It is rare to find a theory of homosexuality that does not draw upon gender beliefs that contain implicit cultural ideas about the “essential” qualities of men and women. Who is a real man? Who is a real woman? Since there weren't scientific evidences to claim: "Homosexuality is a mental disorder", after a vote, Homosexuality has been depathologized.

Accordingly, the answer to your question is no. Homosexuality is not a mental disorder, it's just a normal sexual orientation.

For further informations i suggest: "Out of DSM: Depathologizing Homosexuality" (Jack Drescher) 2015 : LINK:


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    $\begingroup$ "Theories of pathology which declared that some internal defect or external pathogenic agent causes homosexuality, have been rejected." By whom? You also claim that absence of evidence is evidence of absence. $\endgroup$
    – Charlie
    Commented Jun 18, 2017 at 14:47
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    $\begingroup$ Wikipedia posit: On 15 October 1973 the Australian and New Zealand College of Psychiatry Federal Council declares homosexuality not an illness – the first such body in the world to do so; in December the American Psychiatric Association removes homosexuality from its Diagnostic and Statistical Manual of Mental Disorders (DSM-II), based largely on the research and advocacy of Evelyn Hooker". I wish to have been more clear: to consider homosexuality as a mental illness is just an obsolete cultural heritage founded on no scientific evidences. $\endgroup$
    – Fil
    Commented Jun 18, 2017 at 17:39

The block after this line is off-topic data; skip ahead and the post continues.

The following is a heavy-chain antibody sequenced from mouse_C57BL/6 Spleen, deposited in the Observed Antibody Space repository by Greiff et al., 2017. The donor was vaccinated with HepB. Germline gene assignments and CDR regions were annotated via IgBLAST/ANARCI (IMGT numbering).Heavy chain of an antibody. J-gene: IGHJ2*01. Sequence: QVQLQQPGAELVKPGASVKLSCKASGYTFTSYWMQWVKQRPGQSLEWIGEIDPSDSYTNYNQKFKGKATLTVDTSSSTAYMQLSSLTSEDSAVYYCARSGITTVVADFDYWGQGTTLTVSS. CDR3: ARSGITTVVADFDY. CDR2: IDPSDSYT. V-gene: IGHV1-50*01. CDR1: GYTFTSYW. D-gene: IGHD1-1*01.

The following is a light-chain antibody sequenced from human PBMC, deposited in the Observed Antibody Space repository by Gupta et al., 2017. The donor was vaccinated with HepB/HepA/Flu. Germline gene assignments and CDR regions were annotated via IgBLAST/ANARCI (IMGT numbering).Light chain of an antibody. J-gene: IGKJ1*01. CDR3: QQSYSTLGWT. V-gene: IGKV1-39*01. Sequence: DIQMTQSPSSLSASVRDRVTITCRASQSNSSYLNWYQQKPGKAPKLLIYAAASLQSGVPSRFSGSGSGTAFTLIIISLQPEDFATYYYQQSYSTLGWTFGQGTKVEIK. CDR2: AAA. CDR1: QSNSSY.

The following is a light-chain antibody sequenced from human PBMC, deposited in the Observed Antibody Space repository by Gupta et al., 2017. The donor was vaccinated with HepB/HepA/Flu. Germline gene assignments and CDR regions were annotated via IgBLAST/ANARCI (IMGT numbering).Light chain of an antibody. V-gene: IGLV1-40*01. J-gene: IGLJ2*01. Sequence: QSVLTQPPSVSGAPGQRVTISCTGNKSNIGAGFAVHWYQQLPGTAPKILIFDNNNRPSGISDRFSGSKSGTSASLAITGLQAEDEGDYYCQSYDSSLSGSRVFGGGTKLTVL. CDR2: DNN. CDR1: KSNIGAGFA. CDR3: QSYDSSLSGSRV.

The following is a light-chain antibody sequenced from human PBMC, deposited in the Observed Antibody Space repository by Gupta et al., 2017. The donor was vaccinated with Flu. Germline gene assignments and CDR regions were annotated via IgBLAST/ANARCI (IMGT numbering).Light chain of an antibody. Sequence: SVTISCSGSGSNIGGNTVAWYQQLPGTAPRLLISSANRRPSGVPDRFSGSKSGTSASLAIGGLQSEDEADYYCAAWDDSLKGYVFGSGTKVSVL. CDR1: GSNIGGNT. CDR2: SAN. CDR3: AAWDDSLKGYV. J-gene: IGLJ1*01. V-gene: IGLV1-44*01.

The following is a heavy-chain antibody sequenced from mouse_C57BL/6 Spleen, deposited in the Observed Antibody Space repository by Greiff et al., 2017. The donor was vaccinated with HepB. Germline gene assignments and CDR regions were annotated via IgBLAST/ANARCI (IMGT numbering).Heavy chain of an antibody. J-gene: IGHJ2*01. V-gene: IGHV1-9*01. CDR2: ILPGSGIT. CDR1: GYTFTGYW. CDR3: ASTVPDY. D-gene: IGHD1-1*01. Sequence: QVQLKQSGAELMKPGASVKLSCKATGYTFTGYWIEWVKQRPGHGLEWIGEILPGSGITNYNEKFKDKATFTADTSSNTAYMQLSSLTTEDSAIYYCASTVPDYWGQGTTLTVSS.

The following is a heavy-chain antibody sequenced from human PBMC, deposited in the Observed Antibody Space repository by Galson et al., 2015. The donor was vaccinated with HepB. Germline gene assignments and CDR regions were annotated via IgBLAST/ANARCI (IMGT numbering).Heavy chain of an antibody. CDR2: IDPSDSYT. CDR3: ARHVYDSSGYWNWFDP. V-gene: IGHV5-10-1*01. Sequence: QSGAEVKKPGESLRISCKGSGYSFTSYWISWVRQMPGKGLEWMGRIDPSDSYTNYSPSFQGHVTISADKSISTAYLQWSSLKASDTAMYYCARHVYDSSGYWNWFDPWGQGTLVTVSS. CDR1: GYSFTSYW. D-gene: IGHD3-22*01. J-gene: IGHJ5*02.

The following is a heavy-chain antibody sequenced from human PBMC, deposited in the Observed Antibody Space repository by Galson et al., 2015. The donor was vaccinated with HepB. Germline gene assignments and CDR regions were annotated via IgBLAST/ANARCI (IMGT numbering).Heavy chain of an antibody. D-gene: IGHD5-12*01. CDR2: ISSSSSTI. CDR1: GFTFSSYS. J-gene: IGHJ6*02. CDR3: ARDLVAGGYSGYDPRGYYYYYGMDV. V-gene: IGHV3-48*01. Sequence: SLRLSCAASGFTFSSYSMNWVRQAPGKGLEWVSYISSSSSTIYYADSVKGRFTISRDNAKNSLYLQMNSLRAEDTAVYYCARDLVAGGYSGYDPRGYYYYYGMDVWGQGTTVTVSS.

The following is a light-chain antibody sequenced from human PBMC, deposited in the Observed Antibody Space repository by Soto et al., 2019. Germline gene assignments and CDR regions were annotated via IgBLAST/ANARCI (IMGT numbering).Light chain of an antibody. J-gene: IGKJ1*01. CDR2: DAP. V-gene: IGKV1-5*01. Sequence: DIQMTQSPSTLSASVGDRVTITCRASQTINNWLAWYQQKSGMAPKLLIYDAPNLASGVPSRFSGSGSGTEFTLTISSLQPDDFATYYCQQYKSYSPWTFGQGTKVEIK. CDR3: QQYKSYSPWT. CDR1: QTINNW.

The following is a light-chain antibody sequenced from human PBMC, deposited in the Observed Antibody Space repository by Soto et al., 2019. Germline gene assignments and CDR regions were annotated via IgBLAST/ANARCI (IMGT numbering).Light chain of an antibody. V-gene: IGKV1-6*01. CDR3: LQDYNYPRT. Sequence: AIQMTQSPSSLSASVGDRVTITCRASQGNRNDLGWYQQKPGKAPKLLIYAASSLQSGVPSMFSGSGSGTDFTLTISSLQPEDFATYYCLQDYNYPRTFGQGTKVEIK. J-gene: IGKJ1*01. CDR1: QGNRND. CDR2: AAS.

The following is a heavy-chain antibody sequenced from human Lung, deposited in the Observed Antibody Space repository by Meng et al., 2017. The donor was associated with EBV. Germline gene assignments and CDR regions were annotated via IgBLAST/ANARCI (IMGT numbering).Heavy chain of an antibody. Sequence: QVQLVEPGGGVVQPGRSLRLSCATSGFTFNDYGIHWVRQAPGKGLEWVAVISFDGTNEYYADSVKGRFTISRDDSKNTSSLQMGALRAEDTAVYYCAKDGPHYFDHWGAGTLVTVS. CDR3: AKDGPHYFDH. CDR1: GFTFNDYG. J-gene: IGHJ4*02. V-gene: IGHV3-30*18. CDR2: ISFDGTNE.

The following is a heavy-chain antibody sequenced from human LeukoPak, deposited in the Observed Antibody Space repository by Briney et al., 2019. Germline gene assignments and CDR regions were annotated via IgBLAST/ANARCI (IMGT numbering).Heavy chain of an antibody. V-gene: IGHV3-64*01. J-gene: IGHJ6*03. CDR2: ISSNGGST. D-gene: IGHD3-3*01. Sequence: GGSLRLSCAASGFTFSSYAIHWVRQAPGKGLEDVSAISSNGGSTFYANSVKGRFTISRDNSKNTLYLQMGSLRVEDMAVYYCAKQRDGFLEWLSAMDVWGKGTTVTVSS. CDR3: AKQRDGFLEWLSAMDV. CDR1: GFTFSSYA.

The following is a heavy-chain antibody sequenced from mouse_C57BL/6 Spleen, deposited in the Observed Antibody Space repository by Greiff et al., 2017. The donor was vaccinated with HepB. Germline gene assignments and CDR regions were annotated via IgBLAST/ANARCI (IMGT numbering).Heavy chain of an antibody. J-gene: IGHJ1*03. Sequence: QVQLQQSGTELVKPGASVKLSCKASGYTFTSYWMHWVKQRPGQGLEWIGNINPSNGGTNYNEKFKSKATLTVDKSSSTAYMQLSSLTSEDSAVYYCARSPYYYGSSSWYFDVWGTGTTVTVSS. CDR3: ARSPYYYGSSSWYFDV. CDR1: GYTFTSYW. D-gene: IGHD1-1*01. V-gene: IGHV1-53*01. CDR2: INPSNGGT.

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    $\begingroup$ Just as one could imagine a society that contained almost no theists (or where atheists had massive political power) might declare religious belief to be mental illness. It could make similar disadvantage arguments about religiously-motivated celibacy. It would equally be unscientific prejudice masquerading as medicine/science. $\endgroup$ Commented Jun 18, 2017 at 22:57
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    $\begingroup$ @Charlie Homosexuality has no effect on fertility, therefore claiming it affects "functioning" is incorrect. Many homosexual people sire or bear children. Furthermore, claiming that reproduction is the only function of human life leads to some pretty disgusting consequences which you really need to consider before going down that road. Incest, rape, and child pregnancy are all perfectly legitimate strategies if reproduction is all that matters, and obviously we as a society reject that view. $\endgroup$
    – barbecue
    Commented Jun 19, 2017 at 17:35
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    $\begingroup$ @Charlie "What is a disorder except something that deviates from the typical?" Your definition of disorder is appallingly wrong. By your definition, blonde hair, freckles, and blue eyes are also disorders. $\endgroup$
    – barbecue
    Commented Jun 19, 2017 at 17:38